Tax Update provides you with a round-up of the latest tax developments. Covering matters relevant to individuals, trusts, estates and businesses, it keeps you up-to-date with tax issues that may impact you or your business. If you would like to discuss any aspect in more detail, please speak to your usual Evelyn Partners contact. Alternatively, Ami Jack can introduce you to relevant specialist tax advisors within our firm.
1.1 Legislation day: consultations and new policies
The draft Finance Bill for 2023/24 has been published. This includes draft legislation for measures announced at the last Budget, alongside some new consultations and policy documents.
Key points include:
The Government has stated that it wants to simplify the process for taxpayers who become liable to the high income child benefit charge. It plans to allow payment through tax codes rather than placing taxpayers in self-assessment if not otherwise necessary. Details have not yet been provided.
A consultation on the taxation of employee ownership trusts and employee benefit trusts has been published. The purpose of this consultation is to check how the tax incentives are being used, ensure that they meet policy objectives, and prevent misuse.
The policy paper relating to the previously announced abolition of the lifetime allowance as has been published, There is an indication that some pension beneficiaries, where the member dies when under the age of 75, may become subject to IT in future.
A summary of responses to the consultation on research and development tax reliefs has been published, alongside the statement that a decision on whether or not to merge the two schemes from April 2024 will be announced at a future fiscal event.
1.2 Treasury Committee calls for wholesale review of tax reliefs
The House of Commons Treasury Committee has published a new report on tax reliefs. Its key finding is it that the current system is too complicated, and it believes that not enough is known about the effectiveness of the over 1,000 tax reliefs in force.
Its recommendations include:
- A full review of all tax reliefs to identify opportunities for simplification
- HMRC to publish full costings for tax reliefs
- More public consultation on tax reliefs
- Five year reviews of individual tax reliefs by the Government to ensure that any reliefs that become ineffective are abolished
1.3 HMRC interest rates to increase again
HMRC yearly interest rates on overdue tax will increase by 0.25%, following the Bank of England base rate increase from 5% to 5.25%.
The rate applied to the main taxes will become 7.75%. The rate of interest on repayments from HMRC will become 4.25%.
This change will apply from 14 August for quarterly instalment payments and 22 August for non-quarterly instalment payments.
2. Private client
2.1 Online sales found to be a trade
The evidence confirmed HMRC’s view that his many sales of items online amounted to self-employment.
The taxpayer had not declared any income from self-employment, but HMRC identified an active eBay account in his name. A range of items were available for sale, and the account had received almost 800 items of feedback in the previous year. He also had an account on another trading platform.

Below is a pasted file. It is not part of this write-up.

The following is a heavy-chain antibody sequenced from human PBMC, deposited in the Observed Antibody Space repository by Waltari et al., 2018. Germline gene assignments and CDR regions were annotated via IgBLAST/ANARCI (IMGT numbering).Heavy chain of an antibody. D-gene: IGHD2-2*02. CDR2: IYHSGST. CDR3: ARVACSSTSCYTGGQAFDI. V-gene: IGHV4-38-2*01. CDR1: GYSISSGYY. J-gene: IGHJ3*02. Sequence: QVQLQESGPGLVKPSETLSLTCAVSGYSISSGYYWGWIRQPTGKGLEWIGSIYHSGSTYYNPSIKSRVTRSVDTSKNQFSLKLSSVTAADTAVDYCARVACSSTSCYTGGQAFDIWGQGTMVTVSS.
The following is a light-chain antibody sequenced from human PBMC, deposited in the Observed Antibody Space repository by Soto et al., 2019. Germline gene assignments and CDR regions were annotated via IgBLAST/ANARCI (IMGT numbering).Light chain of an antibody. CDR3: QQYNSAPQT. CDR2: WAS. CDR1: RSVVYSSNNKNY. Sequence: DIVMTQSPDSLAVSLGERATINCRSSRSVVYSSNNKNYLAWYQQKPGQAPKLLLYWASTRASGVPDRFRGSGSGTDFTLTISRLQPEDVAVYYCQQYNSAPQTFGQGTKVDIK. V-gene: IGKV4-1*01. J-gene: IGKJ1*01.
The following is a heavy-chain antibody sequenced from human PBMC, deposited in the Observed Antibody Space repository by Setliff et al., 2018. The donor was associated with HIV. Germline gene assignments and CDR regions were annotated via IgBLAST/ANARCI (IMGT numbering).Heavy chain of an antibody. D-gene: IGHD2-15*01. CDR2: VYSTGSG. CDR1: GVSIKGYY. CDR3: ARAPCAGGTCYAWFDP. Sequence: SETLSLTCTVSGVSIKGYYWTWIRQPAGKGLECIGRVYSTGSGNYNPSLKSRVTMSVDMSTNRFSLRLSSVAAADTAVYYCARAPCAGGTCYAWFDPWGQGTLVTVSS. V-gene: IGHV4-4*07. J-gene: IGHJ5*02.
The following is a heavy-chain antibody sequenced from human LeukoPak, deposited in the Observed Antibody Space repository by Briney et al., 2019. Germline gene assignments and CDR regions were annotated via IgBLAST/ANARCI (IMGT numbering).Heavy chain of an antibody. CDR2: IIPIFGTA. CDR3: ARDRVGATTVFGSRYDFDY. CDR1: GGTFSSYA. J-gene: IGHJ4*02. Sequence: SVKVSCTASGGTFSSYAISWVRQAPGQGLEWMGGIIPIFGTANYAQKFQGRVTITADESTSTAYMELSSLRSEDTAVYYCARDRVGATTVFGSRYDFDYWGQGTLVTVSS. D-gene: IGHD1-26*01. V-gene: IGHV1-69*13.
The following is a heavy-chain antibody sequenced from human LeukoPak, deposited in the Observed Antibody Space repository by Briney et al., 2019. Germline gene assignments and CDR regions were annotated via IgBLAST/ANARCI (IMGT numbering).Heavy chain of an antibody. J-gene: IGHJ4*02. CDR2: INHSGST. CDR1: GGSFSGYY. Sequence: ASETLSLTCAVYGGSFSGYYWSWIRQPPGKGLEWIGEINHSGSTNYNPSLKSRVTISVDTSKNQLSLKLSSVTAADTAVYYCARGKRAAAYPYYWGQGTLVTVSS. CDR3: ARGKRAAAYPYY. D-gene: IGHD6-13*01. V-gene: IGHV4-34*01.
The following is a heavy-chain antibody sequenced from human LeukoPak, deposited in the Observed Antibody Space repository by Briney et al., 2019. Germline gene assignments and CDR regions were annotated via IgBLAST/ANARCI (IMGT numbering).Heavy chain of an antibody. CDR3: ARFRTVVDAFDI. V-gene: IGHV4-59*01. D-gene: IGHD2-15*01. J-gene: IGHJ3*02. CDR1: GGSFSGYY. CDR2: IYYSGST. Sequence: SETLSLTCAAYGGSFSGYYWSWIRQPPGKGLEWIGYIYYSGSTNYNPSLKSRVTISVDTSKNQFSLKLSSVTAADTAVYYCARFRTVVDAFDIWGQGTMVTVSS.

The FTT rejected his contention that his accounts had been hacked over the four year period for which HMRC had raised discovery assessments. His bank statements backed up HMRC’s position that he was trading, due to the deposits from websites and his payments to delivery companies that implied he was shipping the items. It upheld the assessments and penalties for deliberate behaviour.
The rise of online marketplaces in recent years has made it easier to make some extra cash by having a ‘side hustle’ selling unwanted items to buyers across the world. In this case the taxpayer was selling items on eBay and Amazon, but other platforms are available. Aside from online marketplaces, others make money through being an influencer on platforms such as TikTok, Instagram or YouTube. Many individuals may not be aware that they might have to pay tax on this income. HMRC is taking an interest in this area and sent a ‘nudge letter’ in January to those it believed might have these types of income using information gleaned from third party sources, including records from online marketplaces.
Milasenco v HMRC  UKFTT 620 (TC)
2.2 Intention to retire to America did not displace UK domicile
The FTT found that the taxpayer had an English and Welsh domicile of origin, that had not been displaced by a Massachusetts domicile while living in London despite his home there, where he now lives, and an intention to end his days there.
The taxpayer was born in England. His father had immigrated from Scotland. The FTT considered his late father’s links to Scotland, including his choice to educate the taxpayer in Scotland, but found that he had acquired an English and Welsh domicile of choice during the taxpayer’s minority, giving the taxpayer an English and Welsh domicile of origin.
On leaving university in 1965, the taxpayer moved to the USA, where he met and married his first wife. He subsequently lived in several different countries and American states, and became a US citizen. During his second marriage to another American he moved to England in 1987. They retained property in the USA, in Connecticut, but the FTT found that given he never had a strong connection to that state, it being his wife’s former home, he had never acquired a domicile of choice in that state.